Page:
4. Your partner lies even when shown evidence. Starting with small lies, then advancing to larger ones, gaslighters often lie to make you question your memory and actual version of incidents. Even when shown proof or evidence when caught in a lie, they will blatantly deny and try to bend the truth. For example, even when shown a screenshot of a text message conversation, they will try to turn it around on you. They will try to confuse you and make you believe that it was a miscommunication on your end and that you are to blame for misinterpreting what they said.
  5. Your partner blames you or changes the topic. This tactic, called blame-shifting, is often used in toxic relationships to shift the focus on the topic at hand and to deflect the criticism back onto you. It’s also extremely common in gaslighting. For example, they often change the topic to something you did in the past instead of addressing the present issue that you are discussing. This deflection is used by the gaslighter as a manipulation tool to maintain power, which is frustrating and unfair when you are trying to resolve the conflict currently taking place.
  6. You try to avoid conflict. If you find yourself hesitant about speaking up, expressing your emotions, or setting boundaries, you may be in a relationship where gaslighting is occurring. You might feel guilty about bringing up your feelings just to keep the peace. This might be a sign of an imbalanced relationship dynamic where one partner is suppressed and one has more influential power over the other. These feelings of anxiousness about starting an argument and choosing to remain silent can be a sign of gaslighting.
  7. They isolate you. Separating you from friends and family who might recognize that your partner’s behavior is abusive is a hallmark sign of a toxic relationship. They may try to convince you that your loved ones don’t care about you or fabricate lies or twist stories making them out to be your enemies. This usually makes you question the loyalty and credibility of your friendships, gradually causing you to isolate yourself from them. Your partner may even forbid you from seeing them at all to gain more control over you.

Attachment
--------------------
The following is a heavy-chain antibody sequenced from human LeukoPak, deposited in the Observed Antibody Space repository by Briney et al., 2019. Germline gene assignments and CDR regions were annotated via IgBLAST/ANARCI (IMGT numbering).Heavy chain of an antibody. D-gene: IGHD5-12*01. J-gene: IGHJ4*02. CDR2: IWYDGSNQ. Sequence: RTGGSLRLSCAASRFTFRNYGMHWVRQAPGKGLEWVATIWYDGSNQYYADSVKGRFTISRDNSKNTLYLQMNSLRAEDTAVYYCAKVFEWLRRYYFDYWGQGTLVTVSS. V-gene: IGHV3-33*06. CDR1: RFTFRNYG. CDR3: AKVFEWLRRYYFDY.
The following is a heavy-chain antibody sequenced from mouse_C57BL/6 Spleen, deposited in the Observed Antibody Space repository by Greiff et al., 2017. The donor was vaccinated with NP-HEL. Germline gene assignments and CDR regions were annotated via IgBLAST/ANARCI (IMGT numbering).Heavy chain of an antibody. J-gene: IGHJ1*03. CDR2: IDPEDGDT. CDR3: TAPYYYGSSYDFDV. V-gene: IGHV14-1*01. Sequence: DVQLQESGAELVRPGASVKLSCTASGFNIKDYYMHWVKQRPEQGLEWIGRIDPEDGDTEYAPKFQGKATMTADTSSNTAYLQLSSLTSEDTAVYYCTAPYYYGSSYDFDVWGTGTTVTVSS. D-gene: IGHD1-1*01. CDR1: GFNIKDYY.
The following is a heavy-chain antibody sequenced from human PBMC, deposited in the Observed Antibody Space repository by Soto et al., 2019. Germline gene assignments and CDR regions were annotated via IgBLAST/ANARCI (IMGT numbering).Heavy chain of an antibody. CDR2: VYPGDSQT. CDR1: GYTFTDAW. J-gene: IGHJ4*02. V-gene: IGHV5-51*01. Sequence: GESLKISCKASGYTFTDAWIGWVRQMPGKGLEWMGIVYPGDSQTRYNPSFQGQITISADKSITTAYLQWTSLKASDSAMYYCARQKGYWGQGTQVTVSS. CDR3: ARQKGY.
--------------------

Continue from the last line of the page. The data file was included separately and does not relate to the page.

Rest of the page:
What to do if this is happening to you

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If you’ve read this and realize you’re the victim of gaslighting, there are steps you can take to address it and ways to regain your confidence after gaslighting. It’s important to seek support from friends and family. Using mindfulness techniques, like meditation, can keep you in the present moment. Without guidance, or someone to affirm and validate your experience, it can take a toll on your self-esteem or mental health. Left unresolved, it could escalate to a form of coercive control, a form of domestic abuse.

If you feel like it’s getting worse, it’s important to seek help by finding a therapist who can help sort through your feelings and explore ways to rebuild your self-esteem if the relationship ends. Talking to a professional in a safe space can help you set boundaries, develop coping skills, and reinforce your reality and experiences. This will make gaslighting easier to spot in your future relationships so that hopefully you can avoid it altogether.